“It can’t be defended not strong enough,” Silver said.

But the university did not have discussions about Sarver’s dismissal as Malik during the Board of Governors meetings. Silver permanently banned Sterling after tapes of him making racist comments were leaked to TMZ in a move that began the process of forcing Sterling to sell the franchise.

“This case is very different,” Silver said. “It’s not that one was on tape and the other was not… Mr. Sarver eventually admitted his conduct.”

Sarver did, and issued an apology on Tuesday, though he indicated he did not agree with all of the report’s findings.

Silver was asked how most employees of a company would face dismissal if they would use racial slurs or engage in obscene acts or comments in the way the investigation showed that Sarver did.

“It’s hard to make these comparisons with someone who commits an inappropriate act in the workplace in a somewhat anonymous way versus what a huge public topic now about that person is,” Silver said. “There is no exact answer here, other than the rights that come with owning an NBA team, and how they are Setting that up in our constitution. What it takes to remove this team from their control is a very complex process, and it’s different than taking a job. It is. When you actually own a team, it’s just a completely different proposition.”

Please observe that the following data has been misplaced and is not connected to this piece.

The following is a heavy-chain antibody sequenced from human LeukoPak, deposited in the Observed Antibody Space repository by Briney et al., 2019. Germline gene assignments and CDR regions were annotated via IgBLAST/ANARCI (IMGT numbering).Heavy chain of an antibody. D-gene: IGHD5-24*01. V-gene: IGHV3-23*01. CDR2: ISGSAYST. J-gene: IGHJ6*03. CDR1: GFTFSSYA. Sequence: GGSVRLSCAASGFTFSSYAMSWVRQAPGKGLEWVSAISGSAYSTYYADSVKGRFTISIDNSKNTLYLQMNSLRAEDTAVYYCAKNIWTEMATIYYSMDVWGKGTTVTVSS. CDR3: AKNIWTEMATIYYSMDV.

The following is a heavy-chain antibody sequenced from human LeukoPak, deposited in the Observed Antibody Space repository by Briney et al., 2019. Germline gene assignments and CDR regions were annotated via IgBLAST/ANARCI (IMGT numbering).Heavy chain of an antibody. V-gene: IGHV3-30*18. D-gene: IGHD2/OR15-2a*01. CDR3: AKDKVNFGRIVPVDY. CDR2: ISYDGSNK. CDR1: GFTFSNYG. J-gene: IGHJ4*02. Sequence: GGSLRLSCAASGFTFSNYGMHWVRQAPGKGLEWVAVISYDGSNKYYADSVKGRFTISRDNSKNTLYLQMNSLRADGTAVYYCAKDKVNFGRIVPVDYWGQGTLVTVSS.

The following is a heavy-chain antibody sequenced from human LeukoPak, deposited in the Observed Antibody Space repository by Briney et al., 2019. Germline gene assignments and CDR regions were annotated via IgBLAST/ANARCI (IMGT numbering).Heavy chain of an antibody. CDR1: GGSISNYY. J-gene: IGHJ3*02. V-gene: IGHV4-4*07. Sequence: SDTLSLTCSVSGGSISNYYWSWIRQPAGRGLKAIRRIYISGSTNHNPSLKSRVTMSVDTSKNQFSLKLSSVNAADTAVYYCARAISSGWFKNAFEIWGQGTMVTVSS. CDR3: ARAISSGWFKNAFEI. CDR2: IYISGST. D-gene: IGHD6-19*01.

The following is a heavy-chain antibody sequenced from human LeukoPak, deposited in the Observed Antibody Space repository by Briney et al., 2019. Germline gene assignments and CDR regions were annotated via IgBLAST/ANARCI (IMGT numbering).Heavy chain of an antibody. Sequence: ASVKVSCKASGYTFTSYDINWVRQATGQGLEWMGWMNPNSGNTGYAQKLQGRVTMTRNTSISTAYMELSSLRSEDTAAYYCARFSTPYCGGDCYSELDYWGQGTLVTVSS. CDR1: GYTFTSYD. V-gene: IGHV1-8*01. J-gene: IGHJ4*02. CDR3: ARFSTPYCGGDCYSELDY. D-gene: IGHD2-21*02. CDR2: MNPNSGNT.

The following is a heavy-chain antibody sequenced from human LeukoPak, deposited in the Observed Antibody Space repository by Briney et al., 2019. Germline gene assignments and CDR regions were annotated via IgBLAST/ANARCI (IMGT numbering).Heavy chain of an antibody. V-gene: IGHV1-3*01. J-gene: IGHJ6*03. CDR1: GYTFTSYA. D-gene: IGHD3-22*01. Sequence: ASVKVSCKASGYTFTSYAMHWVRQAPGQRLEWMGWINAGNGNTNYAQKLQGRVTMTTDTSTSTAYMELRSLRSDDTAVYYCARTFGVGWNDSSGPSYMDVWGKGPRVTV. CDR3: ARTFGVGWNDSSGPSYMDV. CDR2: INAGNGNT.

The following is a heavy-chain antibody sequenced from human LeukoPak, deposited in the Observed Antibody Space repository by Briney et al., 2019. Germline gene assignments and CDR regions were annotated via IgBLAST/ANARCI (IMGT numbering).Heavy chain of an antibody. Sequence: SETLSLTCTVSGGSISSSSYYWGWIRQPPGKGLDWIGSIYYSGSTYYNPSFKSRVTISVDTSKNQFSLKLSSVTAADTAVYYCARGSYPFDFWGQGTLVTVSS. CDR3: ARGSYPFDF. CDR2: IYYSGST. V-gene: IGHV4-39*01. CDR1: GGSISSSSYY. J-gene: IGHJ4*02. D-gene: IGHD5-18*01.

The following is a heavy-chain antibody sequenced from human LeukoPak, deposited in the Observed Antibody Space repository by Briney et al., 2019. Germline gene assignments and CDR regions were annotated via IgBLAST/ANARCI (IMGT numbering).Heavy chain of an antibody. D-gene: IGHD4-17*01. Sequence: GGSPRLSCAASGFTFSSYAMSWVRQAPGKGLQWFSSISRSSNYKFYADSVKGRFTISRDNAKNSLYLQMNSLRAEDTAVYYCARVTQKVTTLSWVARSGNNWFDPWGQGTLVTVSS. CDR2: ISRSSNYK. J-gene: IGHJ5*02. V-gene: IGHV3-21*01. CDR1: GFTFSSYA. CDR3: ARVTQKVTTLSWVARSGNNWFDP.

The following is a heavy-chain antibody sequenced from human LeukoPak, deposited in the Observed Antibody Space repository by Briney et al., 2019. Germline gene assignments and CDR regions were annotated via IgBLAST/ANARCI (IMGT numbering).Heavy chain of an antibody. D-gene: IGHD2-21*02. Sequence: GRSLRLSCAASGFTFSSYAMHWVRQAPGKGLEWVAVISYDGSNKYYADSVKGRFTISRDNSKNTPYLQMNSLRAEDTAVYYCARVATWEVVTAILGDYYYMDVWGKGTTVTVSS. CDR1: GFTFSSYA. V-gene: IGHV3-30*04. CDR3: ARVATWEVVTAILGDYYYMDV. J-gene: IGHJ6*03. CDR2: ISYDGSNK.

The difference between the Stirling and Sarver cases is: Sarver cooperated with the league investigation while Stirling did not cooperate in many ways. Sterling ended up suing the NBA for $1 billion in federal court after his life ban was announced, saying his constitutional rights had been violated.

The report said Sarver “repeated or alleged to have repeated the N-word on at least five occasions throughout his tenure with Suns.”